A new study published in the Sept. 3 online edition of Child Development suggests that parents who discipline their teenagers by screaming at them, cursing them or calling them hurtful names may be promoting rather than hindering bad behavior.
“Most parents who yell at their adolescent children wouldn’t dream of physically punishing their teens,” study author, Ming-Te Wang, PhD, an assistant professor with the department of psychology at the University of Pittsburgh School of Education, told HealthDay.
“Yet their use of harsh verbal discipline – defined as shouting, cursing or using insults – is just as detrimental to the long-term well-being of adolescents,” said Wang.
And, he added, “… not only does harsh verbal discipline appear to be ineffective in addressing behavior problems in youth, it actually appears to increase such behaviors.”
Wang and his colleagues surveyed 967 two-parent, primarily middle-class families and their teens living in Pennsylvania. A little more than half the families were white and 40 percent were African American.
Over a two-yer period, parents and their teens completed questionnaires covering parent-child issues and mental health. Participating parents were queried about how often they yelled, screamed, swore or called their teens dumb or lazy, or other derogatory names. Teens were asked to describe how much “warmth” they felt they received from their parents as a function of the emotional support and parental love and care they received.
Study findings showed that 13-year-olds who received a lot of harsh verbal discipline were more likely to have symptoms of depression at age 14. These kids were also more likely to engage in problem behaviors, including fighting with peers, getting into trouble at school and lying to their parents.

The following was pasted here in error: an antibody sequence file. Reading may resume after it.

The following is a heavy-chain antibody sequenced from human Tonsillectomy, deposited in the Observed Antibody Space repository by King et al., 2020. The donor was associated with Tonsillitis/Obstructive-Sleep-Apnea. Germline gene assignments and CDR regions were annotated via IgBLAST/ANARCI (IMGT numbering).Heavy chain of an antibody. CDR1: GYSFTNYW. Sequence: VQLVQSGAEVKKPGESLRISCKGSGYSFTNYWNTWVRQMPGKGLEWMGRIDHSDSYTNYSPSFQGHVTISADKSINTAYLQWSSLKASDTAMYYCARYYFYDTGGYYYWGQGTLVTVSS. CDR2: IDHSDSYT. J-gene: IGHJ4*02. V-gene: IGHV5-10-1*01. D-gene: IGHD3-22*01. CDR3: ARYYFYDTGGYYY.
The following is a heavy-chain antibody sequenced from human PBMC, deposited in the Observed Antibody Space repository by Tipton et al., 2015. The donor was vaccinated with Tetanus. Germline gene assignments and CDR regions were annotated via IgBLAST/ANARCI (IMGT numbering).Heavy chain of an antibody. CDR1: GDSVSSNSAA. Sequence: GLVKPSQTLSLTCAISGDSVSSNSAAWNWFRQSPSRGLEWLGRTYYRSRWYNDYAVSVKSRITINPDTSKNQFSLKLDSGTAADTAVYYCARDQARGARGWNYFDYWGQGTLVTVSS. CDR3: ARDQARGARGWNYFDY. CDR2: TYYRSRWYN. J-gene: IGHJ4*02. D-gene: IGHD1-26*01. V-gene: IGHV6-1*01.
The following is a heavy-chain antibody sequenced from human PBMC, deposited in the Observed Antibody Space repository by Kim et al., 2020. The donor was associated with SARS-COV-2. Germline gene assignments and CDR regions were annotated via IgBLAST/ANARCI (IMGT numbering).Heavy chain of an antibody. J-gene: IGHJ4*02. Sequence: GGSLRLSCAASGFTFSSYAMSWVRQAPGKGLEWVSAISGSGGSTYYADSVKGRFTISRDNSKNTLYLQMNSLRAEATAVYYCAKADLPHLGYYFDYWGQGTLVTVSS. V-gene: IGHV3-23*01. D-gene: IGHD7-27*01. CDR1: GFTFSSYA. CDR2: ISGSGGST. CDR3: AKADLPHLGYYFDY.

Study authors reported that increases in misconduct as a result of harsh verbal discipline were similar to those that occur after physical discipline, such as pushing or hitting. In addition, the degree of closeness in the parent-child relationship outside of conflicts did not diminish the negative effects of harsh verbal discipline.
Researchers noted that these results left parents and teens in a “escalating cycle” of harsh verbal discipline and misconduct.
Wang explained why yelling is so toxic to young teens: “Adolescence is a very sensitive period when [kids] are trying to develop their self-identities,” said Wang in the Wall Street Journal. “When you yell, it hurts their self-image. It makes them feel they are not capable, that they are worthless and are useless.”
What should parents do to correct misconduct and raise a happy teenager?
According to Wang, “parents who wish to modify their teenage children’s behavior would do better by communicating with them on an equal level,” and “... by explaining their rationale and worries to them."
Timothy Verduin, PhD, a clinical assistant professor of child and adolescent psychiatry at the Child Study Center at NYU Langone Medical Center in New York, agrees and advises that parents can effectively discipline kids by taking away privileges.
However, Verduin, who was not involved in the study, cautioned, “make sure you do it without a tone of critical, punitive, insulting kinds of language to it. You feel a lot more responsible for your behavior when you are corrected by someone you respect and admire. Anything you do to berate or shame a kid erodes that power you have,” he told the Wall Street Journal.